The existence of the second set of pseudo-elements allows separate view transition styling to be applied just to the <figcaption>. The different old and new page view captures are handled completely separate from one another.

The value of view-transition-name can be anything you want except for none — the none value specifically means that the element will not participate in a view transition.

Note: view-transition-name must be unique. If two rendered elements have the same view-transition-name at the same time, ViewTransition.ready will reject and the transition will be skipped.

Customizing your animations

The View Transitions pseudo-elements have default CSS Animations applied (which are detailed in their reference pages). You can modify the default cross-fade in any way you want using regular CSS.

For example, to change the speed of it:

::view-transition-new(root) {
  animation-duration: 0.5s;

Let's look at something more interesting — a custom animation for the <figcaption>:

@keyframes grow-x {
  from {
    transform: scaleX(0);
  to {
    transform: scaleX(1);

@keyframes shrink-x {
  from {
    transform: scaleX(1);
  to {
    transform: scaleX(0);

::view-transition-new(figure-caption) {
  height: auto;
  right: 0;
  left: auto;
  transform-origin: right center;

::view-transition-old(figure-caption) {
  animation: 0.25s linear both shrink-x;

::view-transition-new(figure-caption) {
  animation: 0.25s 0.25s linear both grow-x;

Here we've created a custom CSS animation and applied it to the ::view-transition-old(figure-caption) and ::view-transition-new(figure-caption) pseudo-elements, plus we've also added a number of other styles to both to keep them in the same place and stop the default styling from interfering with our custom animations.

Note that we also discovered another transition option that is simpler and produced a nicer result than the above. Our final <figcaption> view transition ended up looking like this:

figcaption {
  view-transition-name: figure-caption;

::view-transition-new(figure-caption) {
  height: 100%;

This works because by default, ::view-transition-group transitions width and height between the old and new views. We just needed to set a fixed height on both states to make it work.

Note: Smooth and simple transitions with the View Transitions API contains several other customization examples.

Controlling animations with JavaScript

The document.startViewTransition() method returns a ViewTransition object instance, which contains several promise members allowing you to run JavaScript in response to different states of the transition being reached. For example, ViewTransition.ready fulfills once the pseudo-element tree is created and the animation is about to start, whereas ViewTransition.finished fulfills once the the animation is finished, and the new page view is visible and interactive to the user.

For example, the following JavaScript could be used to create a circular reveal view transition emanating from the position of the user's cursor on click, with animation provided by the Web Animations API.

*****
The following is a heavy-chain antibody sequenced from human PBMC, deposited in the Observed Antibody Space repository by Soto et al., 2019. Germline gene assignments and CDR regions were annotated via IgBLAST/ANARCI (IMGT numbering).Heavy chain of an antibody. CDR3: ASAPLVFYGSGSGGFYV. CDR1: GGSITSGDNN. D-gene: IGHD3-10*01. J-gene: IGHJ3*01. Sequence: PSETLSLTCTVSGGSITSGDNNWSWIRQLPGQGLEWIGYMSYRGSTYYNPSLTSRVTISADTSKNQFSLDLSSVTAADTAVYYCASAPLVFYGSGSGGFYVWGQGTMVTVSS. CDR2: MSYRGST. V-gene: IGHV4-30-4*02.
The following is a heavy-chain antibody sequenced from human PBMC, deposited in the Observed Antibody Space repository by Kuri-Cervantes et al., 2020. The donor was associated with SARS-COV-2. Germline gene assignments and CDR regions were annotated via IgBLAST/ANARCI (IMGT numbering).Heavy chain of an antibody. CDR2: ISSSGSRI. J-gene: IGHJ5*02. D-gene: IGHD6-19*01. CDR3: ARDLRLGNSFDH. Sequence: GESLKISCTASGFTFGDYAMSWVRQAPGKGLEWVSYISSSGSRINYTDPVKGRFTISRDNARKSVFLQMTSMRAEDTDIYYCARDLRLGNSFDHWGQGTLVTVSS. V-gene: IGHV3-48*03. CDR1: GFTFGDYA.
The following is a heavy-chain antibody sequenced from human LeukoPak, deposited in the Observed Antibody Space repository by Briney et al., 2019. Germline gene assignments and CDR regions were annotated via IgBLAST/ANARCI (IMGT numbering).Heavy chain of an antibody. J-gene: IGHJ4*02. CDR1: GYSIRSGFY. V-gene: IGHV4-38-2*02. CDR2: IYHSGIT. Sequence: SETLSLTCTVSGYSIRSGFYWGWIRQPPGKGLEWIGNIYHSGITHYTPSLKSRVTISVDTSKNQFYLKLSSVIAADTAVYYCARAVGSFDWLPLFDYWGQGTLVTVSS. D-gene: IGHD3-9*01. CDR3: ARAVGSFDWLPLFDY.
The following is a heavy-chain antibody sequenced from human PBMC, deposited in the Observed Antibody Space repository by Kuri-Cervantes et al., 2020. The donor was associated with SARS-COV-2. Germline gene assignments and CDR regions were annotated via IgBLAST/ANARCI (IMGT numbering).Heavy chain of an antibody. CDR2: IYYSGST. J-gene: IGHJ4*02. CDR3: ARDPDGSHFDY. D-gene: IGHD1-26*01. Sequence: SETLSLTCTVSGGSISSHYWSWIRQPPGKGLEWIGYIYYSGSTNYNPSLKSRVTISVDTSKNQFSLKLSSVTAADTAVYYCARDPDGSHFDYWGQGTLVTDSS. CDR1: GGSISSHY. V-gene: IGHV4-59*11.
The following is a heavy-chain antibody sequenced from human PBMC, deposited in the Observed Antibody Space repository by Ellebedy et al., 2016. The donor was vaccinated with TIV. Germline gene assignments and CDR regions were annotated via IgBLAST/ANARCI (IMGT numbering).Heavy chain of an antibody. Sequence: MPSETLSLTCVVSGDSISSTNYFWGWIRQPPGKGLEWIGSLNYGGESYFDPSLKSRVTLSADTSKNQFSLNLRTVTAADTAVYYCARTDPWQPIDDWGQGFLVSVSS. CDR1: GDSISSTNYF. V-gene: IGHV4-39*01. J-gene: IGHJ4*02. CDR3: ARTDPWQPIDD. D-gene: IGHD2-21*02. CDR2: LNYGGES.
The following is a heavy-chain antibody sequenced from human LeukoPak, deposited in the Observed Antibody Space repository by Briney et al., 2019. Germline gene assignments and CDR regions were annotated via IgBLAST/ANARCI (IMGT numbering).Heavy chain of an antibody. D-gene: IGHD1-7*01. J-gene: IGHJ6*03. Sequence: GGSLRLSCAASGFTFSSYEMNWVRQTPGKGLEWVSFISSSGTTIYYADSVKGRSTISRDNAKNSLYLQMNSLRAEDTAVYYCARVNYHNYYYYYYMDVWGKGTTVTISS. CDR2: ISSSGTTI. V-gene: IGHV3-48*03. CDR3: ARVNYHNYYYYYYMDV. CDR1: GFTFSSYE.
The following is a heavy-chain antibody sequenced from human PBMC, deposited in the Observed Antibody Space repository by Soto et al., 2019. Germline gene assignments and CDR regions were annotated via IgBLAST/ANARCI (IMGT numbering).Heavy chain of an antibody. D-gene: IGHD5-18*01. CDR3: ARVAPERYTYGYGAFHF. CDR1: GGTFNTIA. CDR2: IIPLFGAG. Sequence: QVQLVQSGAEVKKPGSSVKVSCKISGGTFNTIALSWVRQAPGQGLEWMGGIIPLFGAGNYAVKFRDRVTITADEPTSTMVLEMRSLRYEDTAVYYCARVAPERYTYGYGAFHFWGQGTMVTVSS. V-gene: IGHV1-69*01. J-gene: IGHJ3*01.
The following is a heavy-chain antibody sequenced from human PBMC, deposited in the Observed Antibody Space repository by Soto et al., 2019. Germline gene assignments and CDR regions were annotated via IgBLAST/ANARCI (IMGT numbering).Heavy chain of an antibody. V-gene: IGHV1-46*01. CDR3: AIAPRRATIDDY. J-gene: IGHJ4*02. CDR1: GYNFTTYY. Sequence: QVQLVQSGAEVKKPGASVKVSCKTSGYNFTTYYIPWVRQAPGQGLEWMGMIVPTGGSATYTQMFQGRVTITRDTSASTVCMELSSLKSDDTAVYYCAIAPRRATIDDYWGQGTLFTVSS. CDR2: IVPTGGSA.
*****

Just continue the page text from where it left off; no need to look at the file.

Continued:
// Store the last click event
let lastClick;
addEventListener("click", (event) => (lastClick = event));

function spaNavigate(data) {
  // Fallback for browsers that don’t support this API:
  if (!document.startViewTransition) {

  // Get the click position, or fallback to the middle of the screen
  const x = lastClick?.clientX ?? innerWidth / 2;
  const y = lastClick?.clientY ?? innerHeight / 2;
  // Get the distance to the furthest corner
  const endRadius = Math.hypot(
    Math.max(x, innerWidth - x),
    Math.max(y, innerHeight - y)

  // Create a transition:
  const transition = document.startViewTransition(() => {

  // Wait for the pseudo-elements to be created:
  transition.ready.then(() => {
    // Animate the root’s new view
        clipPath: [
          `circle(0 at ${x}px ${y}px)`,
          `circle(${endRadius}px at ${x}px ${y}px)`,
        duration: 500,
        easing: "ease-in",
        // Specify which pseudo-element to animate
        pseudoElement: "::view-transition-new(root)",

This animation also requires the following CSS, to turn off the default CSS animation and stop the old and new view states from blending in any way (the new state "wipes" right over the top of the old state, rather than transitioning in):

::view-transition-image-pair(root) {
  isolation: auto;

::view-transition-new(root) {
  animation: none;
  mix-blend-mode: normal;
  display: block;



Represents a view transition, and provides functionality to react to the transition reaching different states (e.g. ready to run the animation, or animation finished) or skip the transition altogether.

Extensions to other interfaces


Starts a new view transition and returns a ViewTransition object to represent it.

CSS additions



Provides the selected element with a separate identifying name and causes it to participate in a separate view transition from the root view transition — or no view transition if the none value is specified.



The root of the view transitions overlay, which contains all view transitions and sits over the top of all other page content.


The root of a single view transition.


The container for a view transition's old and new views — before and after the transition.


A static screenshot of the old view, before the transition.


A live representation of the new view, after the transition.



CSS View Transitions Module Level 1
# dom-document-startviewtransition

Browser compatibility

BCD tables only load in the browser

See also